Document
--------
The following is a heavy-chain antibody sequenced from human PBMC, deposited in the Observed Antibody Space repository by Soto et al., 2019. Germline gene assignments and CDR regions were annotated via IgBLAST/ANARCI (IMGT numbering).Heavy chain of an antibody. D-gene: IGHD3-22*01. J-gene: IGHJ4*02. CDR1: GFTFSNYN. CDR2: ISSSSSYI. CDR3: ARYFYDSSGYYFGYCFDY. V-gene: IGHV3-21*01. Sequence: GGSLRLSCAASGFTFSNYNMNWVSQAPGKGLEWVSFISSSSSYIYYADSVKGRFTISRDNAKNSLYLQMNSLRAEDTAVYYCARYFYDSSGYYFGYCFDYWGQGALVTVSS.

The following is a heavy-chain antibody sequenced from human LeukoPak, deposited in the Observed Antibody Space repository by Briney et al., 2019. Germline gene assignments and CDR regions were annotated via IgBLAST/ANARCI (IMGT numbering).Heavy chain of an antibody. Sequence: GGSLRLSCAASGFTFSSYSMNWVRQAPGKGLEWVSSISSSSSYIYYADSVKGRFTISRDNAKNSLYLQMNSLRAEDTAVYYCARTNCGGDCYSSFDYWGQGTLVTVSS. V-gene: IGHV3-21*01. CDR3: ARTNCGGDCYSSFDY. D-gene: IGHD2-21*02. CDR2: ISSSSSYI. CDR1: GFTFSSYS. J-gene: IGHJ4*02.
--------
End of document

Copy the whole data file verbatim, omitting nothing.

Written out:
The following is a heavy-chain antibody sequenced from human PBMC, deposited in the Observed Antibody Space repository by Soto et al., 2019. Germline gene assignments and CDR regions were annotated via IgBLAST/ANARCI (IMGT numbering).Heavy chain of an antibody. D-gene: IGHD3-22*01. J-gene: IGHJ4*02. CDR1: GFTFSNYN. CDR2: ISSSSSYI. CDR3: ARYFYDSSGYYFGYCFDY. V-gene: IGHV3-21*01. Sequence: GGSLRLSCAASGFTFSNYNMNWVSQAPGKGLEWVSFISSSSSYIYYADSVKGRFTISRDNAKNSLYLQMNSLRAEDTAVYYCARYFYDSSGYYFGYCFDYWGQGALVTVSS.

The following is a heavy-chain antibody sequenced from human LeukoPak, deposited in the Observed Antibody Space repository by Briney et al., 2019. Germline gene assignments and CDR regions were annotated via IgBLAST/ANARCI (IMGT numbering).Heavy chain of an antibody. Sequence: GGSLRLSCAASGFTFSSYSMNWVRQAPGKGLEWVSSISSSSSYIYYADSVKGRFTISRDNAKNSLYLQMNSLRAEDTAVYYCARTNCGGDCYSSFDYWGQGTLVTVSS. V-gene: IGHV3-21*01. CDR3: ARTNCGGDCYSSFDY. D-gene: IGHD2-21*02. CDR2: ISSSSSYI. CDR1: GFTFSSYS. J-gene: IGHJ4*02.